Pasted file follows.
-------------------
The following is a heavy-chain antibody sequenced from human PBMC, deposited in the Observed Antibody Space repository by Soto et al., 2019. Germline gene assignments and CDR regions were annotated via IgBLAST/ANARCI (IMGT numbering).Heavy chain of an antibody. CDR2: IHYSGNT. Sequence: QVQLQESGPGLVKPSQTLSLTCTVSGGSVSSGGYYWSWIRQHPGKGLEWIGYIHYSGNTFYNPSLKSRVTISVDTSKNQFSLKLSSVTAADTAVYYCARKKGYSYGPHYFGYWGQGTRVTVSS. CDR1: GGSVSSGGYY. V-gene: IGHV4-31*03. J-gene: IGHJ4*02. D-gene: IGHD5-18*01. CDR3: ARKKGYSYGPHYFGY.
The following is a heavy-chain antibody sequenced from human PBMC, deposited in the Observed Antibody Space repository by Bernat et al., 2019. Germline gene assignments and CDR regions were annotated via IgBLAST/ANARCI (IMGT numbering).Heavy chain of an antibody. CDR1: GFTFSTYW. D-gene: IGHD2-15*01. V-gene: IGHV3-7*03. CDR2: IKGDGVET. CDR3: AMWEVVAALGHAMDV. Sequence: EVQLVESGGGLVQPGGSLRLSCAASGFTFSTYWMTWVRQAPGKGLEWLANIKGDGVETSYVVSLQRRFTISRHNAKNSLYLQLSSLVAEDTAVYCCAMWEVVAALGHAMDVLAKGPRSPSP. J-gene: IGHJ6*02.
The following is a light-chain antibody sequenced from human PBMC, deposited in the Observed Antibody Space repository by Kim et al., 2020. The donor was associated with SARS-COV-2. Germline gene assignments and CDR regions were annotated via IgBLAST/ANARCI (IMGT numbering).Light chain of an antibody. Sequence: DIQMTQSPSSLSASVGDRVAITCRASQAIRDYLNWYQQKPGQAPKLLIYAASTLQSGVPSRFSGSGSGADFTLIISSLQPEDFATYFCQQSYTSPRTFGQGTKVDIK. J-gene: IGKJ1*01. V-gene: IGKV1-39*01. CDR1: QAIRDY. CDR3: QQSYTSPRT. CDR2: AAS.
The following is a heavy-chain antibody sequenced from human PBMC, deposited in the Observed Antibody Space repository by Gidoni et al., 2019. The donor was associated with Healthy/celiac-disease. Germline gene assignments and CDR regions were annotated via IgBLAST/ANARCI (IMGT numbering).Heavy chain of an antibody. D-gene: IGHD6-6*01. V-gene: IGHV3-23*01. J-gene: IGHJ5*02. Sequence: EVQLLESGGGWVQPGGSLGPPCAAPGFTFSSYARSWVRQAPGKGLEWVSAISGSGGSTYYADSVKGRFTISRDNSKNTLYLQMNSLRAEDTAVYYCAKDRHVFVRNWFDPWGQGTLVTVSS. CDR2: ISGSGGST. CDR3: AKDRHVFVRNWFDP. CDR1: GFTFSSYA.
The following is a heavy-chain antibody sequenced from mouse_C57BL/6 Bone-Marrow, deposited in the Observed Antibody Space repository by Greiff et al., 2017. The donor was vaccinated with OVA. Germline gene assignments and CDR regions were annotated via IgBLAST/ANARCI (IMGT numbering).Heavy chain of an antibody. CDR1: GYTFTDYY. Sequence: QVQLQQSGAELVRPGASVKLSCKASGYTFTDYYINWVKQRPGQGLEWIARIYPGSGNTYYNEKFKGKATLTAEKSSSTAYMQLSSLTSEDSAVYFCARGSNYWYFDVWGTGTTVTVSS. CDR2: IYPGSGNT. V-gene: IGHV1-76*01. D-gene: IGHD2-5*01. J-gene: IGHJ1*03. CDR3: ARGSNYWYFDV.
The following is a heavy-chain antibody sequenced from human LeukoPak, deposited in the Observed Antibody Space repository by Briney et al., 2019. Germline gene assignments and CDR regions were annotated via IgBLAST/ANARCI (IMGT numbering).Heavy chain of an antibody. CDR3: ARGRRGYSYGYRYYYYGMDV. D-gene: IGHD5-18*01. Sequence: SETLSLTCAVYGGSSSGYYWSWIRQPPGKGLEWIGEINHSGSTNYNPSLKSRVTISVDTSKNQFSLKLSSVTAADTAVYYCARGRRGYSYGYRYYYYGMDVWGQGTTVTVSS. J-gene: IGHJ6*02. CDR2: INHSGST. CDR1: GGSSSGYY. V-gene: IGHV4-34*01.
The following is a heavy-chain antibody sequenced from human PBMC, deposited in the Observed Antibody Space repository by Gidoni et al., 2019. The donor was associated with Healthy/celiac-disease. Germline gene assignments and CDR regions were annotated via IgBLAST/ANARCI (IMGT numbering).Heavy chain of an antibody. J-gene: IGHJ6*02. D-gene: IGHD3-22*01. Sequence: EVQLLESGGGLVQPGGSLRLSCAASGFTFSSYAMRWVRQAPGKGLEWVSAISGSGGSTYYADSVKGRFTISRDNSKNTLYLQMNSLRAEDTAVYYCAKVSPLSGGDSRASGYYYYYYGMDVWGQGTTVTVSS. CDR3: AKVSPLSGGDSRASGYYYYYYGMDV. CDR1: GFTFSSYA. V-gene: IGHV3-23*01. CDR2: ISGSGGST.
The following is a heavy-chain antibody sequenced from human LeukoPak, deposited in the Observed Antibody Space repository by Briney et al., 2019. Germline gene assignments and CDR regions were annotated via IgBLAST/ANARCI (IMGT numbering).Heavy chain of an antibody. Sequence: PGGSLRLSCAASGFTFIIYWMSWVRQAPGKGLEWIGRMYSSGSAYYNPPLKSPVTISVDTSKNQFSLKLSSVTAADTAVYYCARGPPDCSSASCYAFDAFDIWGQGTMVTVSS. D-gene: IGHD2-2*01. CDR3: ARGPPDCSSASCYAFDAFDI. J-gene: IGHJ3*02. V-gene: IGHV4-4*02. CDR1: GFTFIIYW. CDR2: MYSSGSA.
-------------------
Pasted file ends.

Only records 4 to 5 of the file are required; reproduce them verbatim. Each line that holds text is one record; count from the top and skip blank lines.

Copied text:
The following is a heavy-chain antibody sequenced from human PBMC, deposited in the Observed Antibody Space repository by Gidoni et al., 2019. The donor was associated with Healthy/celiac-disease. Germline gene assignments and CDR regions were annotated via IgBLAST/ANARCI (IMGT numbering).Heavy chain of an antibody. D-gene: IGHD6-6*01. V-gene: IGHV3-23*01. J-gene: IGHJ5*02. Sequence: EVQLLESGGGWVQPGGSLGPPCAAPGFTFSSYARSWVRQAPGKGLEWVSAISGSGGSTYYADSVKGRFTISRDNSKNTLYLQMNSLRAEDTAVYYCAKDRHVFVRNWFDPWGQGTLVTVSS. CDR2: ISGSGGST. CDR3: AKDRHVFVRNWFDP. CDR1: GFTFSSYA.
The following is a heavy-chain antibody sequenced from mouse_C57BL/6 Bone-Marrow, deposited in the Observed Antibody Space repository by Greiff et al., 2017. The donor was vaccinated with OVA. Germline gene assignments and CDR regions were annotated via IgBLAST/ANARCI (IMGT numbering).Heavy chain of an antibody. CDR1: GYTFTDYY. Sequence: QVQLQQSGAELVRPGASVKLSCKASGYTFTDYYINWVKQRPGQGLEWIARIYPGSGNTYYNEKFKGKATLTAEKSSSTAYMQLSSLTSEDSAVYFCARGSNYWYFDVWGTGTTVTVSS. CDR2: IYPGSGNT. V-gene: IGHV1-76*01. D-gene: IGHD2-5*01. J-gene: IGHJ1*03. CDR3: ARGSNYWYFDV.